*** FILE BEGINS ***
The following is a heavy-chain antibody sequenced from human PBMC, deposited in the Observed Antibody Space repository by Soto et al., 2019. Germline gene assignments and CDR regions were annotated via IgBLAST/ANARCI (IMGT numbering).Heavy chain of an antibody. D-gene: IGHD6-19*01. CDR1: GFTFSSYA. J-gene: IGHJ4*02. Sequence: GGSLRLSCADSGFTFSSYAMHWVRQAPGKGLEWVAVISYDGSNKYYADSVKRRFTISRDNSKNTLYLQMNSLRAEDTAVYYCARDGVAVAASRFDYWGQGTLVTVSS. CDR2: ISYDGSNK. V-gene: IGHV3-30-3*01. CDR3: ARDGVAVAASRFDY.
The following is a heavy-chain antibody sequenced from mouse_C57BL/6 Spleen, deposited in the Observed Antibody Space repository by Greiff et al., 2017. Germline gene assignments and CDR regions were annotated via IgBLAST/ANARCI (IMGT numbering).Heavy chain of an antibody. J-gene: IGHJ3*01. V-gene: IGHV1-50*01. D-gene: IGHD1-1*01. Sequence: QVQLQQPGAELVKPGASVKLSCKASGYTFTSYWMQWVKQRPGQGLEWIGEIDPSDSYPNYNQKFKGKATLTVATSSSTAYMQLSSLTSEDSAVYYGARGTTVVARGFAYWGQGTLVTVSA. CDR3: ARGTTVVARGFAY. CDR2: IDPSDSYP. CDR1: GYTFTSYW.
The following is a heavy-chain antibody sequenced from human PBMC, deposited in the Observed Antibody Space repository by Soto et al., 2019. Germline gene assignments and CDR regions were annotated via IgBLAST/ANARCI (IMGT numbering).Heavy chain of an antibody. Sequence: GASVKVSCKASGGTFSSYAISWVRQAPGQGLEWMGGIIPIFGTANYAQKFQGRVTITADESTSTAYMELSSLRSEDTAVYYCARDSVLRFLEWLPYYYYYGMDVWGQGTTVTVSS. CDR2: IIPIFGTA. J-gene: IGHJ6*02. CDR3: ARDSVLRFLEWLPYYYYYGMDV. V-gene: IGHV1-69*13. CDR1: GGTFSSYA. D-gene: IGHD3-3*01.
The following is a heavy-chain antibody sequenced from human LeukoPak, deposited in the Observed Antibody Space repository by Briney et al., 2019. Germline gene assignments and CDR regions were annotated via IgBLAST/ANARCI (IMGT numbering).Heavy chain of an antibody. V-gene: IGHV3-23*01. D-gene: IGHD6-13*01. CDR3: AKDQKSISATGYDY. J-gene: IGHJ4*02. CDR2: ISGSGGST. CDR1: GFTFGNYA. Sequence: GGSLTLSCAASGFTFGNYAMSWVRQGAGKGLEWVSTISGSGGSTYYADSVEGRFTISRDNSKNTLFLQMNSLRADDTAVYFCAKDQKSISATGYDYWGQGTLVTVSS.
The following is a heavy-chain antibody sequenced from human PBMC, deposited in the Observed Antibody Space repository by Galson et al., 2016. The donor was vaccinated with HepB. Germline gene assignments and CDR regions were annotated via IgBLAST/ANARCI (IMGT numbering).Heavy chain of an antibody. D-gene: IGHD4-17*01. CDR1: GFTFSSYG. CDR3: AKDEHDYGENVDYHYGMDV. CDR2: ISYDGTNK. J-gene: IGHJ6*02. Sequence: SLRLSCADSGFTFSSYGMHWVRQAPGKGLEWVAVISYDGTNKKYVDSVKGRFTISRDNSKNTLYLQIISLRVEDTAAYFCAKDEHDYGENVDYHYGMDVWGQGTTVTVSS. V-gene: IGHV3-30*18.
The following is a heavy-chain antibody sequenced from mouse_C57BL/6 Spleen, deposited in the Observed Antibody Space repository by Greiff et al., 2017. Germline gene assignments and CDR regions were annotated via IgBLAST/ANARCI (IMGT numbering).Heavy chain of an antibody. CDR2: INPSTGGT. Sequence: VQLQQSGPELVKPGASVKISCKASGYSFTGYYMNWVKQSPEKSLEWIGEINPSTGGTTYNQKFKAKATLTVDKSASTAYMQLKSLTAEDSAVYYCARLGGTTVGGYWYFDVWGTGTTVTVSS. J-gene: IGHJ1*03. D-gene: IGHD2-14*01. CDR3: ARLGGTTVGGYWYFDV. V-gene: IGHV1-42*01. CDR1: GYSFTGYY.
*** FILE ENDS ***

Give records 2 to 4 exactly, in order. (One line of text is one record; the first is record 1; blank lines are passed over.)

The following is a heavy-chain antibody sequenced from mouse_C57BL/6 Spleen, deposited in the Observed Antibody Space repository by Greiff et al., 2017. Germline gene assignments and CDR regions were annotated via IgBLAST/ANARCI (IMGT numbering).Heavy chain of an antibody. J-gene: IGHJ3*01. V-gene: IGHV1-50*01. D-gene: IGHD1-1*01. Sequence: QVQLQQPGAELVKPGASVKLSCKASGYTFTSYWMQWVKQRPGQGLEWIGEIDPSDSYPNYNQKFKGKATLTVATSSSTAYMQLSSLTSEDSAVYYGARGTTVVARGFAYWGQGTLVTVSA. CDR3: ARGTTVVARGFAY. CDR2: IDPSDSYP. CDR1: GYTFTSYW.
The following is a heavy-chain antibody sequenced from human PBMC, deposited in the Observed Antibody Space repository by Soto et al., 2019. Germline gene assignments and CDR regions were annotated via IgBLAST/ANARCI (IMGT numbering).Heavy chain of an antibody. Sequence: GASVKVSCKASGGTFSSYAISWVRQAPGQGLEWMGGIIPIFGTANYAQKFQGRVTITADESTSTAYMELSSLRSEDTAVYYCARDSVLRFLEWLPYYYYYGMDVWGQGTTVTVSS. CDR2: IIPIFGTA. J-gene: IGHJ6*02. CDR3: ARDSVLRFLEWLPYYYYYGMDV. V-gene: IGHV1-69*13. CDR1: GGTFSSYA. D-gene: IGHD3-3*01.
The following is a heavy-chain antibody sequenced from human LeukoPak, deposited in the Observed Antibody Space repository by Briney et al., 2019. Germline gene assignments and CDR regions were annotated via IgBLAST/ANARCI (IMGT numbering).Heavy chain of an antibody. V-gene: IGHV3-23*01. D-gene: IGHD6-13*01. CDR3: AKDQKSISATGYDY. J-gene: IGHJ4*02. CDR2: ISGSGGST. CDR1: GFTFGNYA. Sequence: GGSLTLSCAASGFTFGNYAMSWVRQGAGKGLEWVSTISGSGGSTYYADSVEGRFTISRDNSKNTLFLQMNSLRADDTAVYFCAKDQKSISATGYDYWGQGTLVTVSS.